David is the first keynoter and immediately begs the question “Why do blogs matter?” (My first answer: because I enjoy it……..)
“Internet is just at the beginning”
It’s not about information highway, informationspace, nor commerce. It’s about people getting voices, and having conversations. It’s 600 million individuals engaging in conversations, in this new public space called Internet.
30 sec. History of Blogging:
1st phase: geeks, diary
2nd phase: after emergence of tools, teenager writing about their Angst
3rd phase: it’s about links, blogs conversing through links, moving away from being columns or broadcasting outlets.
There is no definition of a blog, but generally an often updated site with short texts in reverse chronological order and containing links. Again links being the life blood of the conversation. One blog = one voice.
So it’s not about technology.
Exciting aspects of blogs:
No time to rewrite your stuff, you’re publishing rough drafts. This adds to the authenticity of your voice. Blogs make for persistant webpresences, and thus construct a public self.
Is this authenticity real? Can you fake it? The web is only public, so there might be a disconnection between the ‘inner self’ and its outer representation.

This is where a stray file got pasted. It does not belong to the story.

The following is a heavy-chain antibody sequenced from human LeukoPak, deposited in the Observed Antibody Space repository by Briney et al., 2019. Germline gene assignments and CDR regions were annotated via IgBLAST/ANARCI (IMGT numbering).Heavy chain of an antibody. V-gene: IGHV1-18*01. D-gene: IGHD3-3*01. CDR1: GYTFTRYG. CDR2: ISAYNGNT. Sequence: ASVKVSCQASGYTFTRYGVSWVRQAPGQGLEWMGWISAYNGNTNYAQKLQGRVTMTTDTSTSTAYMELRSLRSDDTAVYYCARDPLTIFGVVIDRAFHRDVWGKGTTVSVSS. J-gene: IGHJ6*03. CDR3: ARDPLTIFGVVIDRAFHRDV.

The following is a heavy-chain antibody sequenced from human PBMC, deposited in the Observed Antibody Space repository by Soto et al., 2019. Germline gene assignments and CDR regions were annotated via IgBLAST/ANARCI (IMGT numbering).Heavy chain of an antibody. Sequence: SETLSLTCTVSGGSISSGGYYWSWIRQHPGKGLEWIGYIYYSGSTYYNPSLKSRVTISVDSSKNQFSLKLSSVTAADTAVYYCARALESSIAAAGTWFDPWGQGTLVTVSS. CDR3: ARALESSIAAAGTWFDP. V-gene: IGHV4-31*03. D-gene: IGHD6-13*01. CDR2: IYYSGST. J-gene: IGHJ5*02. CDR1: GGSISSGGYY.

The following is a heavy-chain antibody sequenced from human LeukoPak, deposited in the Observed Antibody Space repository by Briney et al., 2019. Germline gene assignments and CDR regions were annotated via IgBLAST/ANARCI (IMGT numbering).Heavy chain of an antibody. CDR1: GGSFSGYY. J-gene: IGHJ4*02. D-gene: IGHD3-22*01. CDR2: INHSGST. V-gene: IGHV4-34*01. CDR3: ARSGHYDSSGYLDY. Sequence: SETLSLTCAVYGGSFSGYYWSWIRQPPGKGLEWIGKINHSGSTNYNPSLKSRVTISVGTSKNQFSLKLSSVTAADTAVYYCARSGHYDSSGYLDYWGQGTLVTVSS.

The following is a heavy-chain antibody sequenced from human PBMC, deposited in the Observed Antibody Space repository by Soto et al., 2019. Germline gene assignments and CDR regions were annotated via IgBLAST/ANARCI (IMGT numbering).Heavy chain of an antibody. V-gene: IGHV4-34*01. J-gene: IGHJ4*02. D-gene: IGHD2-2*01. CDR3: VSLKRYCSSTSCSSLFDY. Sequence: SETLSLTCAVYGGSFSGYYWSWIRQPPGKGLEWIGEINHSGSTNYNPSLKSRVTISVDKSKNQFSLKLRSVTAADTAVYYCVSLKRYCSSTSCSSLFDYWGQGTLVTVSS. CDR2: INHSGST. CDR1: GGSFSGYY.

So which selves?
Blogs favor good writers
Pushes for self exposure
Favors the unemployed…….they got time on their hands 🙂
If we translate the discussion about self, to one about truth, with an inner truth and outer truth.
Journalists claim objectivity, but in fact they are humans too.
Subjectivity acknowledges the role of the observer (Heisenberger), but it could emphasize the observer too much, leaving you with raw data etc.
Now with blogs we get to multisubjectivity……we can build our own “objectivity” by filtering through the subjectivities of many voices, and looking at what the picture that emerges tells me. Might this change the things we will come to expect of journalistst? David thinks that we will get to see more of the journalist behind the news, acknowledging that it is yet another picture.
Why blogs matter:
They’re persistent records of an individual voice in a new public space.